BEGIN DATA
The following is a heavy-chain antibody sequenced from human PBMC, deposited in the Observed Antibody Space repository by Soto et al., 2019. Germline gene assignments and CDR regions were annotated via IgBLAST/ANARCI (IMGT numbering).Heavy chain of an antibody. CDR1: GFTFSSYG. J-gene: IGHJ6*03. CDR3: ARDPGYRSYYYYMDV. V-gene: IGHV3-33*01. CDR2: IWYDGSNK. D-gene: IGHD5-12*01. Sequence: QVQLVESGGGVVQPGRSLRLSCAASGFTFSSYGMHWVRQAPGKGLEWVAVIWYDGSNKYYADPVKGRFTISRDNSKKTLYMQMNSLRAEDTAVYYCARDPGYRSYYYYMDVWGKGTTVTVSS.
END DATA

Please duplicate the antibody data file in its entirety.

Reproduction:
The following is a heavy-chain antibody sequenced from human PBMC, deposited in the Observed Antibody Space repository by Soto et al., 2019. Germline gene assignments and CDR regions were annotated via IgBLAST/ANARCI (IMGT numbering).Heavy chain of an antibody. CDR1: GFTFSSYG. J-gene: IGHJ6*03. CDR3: ARDPGYRSYYYYMDV. V-gene: IGHV3-33*01. CDR2: IWYDGSNK. D-gene: IGHD5-12*01. Sequence: QVQLVESGGGVVQPGRSLRLSCAASGFTFSSYGMHWVRQAPGKGLEWVAVIWYDGSNKYYADPVKGRFTISRDNSKKTLYMQMNSLRAEDTAVYYCARDPGYRSYYYYMDVWGKGTTVTVSS.